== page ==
Mark Edmundson 's On The Uses Of A Liberal Education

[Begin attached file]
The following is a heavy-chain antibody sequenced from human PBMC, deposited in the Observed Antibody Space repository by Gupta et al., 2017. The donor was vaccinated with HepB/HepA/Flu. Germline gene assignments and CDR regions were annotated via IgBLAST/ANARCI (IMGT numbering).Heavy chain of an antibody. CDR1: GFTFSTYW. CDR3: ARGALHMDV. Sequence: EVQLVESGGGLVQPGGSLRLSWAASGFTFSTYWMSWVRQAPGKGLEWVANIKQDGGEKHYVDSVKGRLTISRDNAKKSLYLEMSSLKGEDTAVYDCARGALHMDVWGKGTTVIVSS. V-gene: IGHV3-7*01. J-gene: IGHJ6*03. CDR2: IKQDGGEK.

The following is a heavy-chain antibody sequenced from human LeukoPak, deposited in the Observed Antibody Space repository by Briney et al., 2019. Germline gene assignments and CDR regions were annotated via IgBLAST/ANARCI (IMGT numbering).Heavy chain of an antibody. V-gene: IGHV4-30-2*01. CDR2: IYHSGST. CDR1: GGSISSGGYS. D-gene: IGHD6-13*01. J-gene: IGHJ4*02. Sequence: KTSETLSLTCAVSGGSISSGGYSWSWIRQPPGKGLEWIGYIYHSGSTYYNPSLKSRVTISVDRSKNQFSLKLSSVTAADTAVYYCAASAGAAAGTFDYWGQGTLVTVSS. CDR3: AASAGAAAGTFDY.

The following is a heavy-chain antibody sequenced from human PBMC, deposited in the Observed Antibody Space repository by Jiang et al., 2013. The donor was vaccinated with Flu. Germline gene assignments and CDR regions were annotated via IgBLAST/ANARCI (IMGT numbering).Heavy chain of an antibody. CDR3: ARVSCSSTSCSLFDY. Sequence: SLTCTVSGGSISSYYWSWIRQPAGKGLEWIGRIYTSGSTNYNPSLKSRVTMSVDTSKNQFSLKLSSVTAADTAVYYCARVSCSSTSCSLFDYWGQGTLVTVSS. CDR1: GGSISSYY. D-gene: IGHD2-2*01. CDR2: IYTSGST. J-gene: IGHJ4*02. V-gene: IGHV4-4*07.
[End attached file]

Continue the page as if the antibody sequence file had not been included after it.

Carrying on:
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It has been argued that University culture and education is slowly moving toward a schooling designed to please students that have little fire and passion, rather than “an educational institution designed for instruction and examination of students” as Oxford Dictionary defines it. Mark Edmundson 's "On the Uses of a Liberal Education" explains how university education is becoming ineffective due to the University’s “ever more devot[ion] to consumption and entertainment” (40) in American culture as well as the focus on pleasing privileged students who have inevitably been devoured by the same sense of commercialized consumption. Likewise, Sherman Alexie affirms the idea that university education is marketed toward the “elite” groups of students who are able to shop for and afford college in his story, “Saint Junior”. Alexie accomplishes this through his contrasting characters: Roman Fury, a member of the Spokane Tribe of Indians and valedictorian of Wellpinit High, and Alex Webber, a wealthy, white legacy, who doesn’t necessarily have the grades universities are looking for, but has no problem getting in anyway. While Edmundson and Alexie approach the conflict through different forms of writing, both authors argue that by way of commercialized American culture, universities have isolated students of various ethnicities and cultural backgrounds by gearing a college education in favor of students with a privileged status. Both Edmundson and Alexie argue this point, finding
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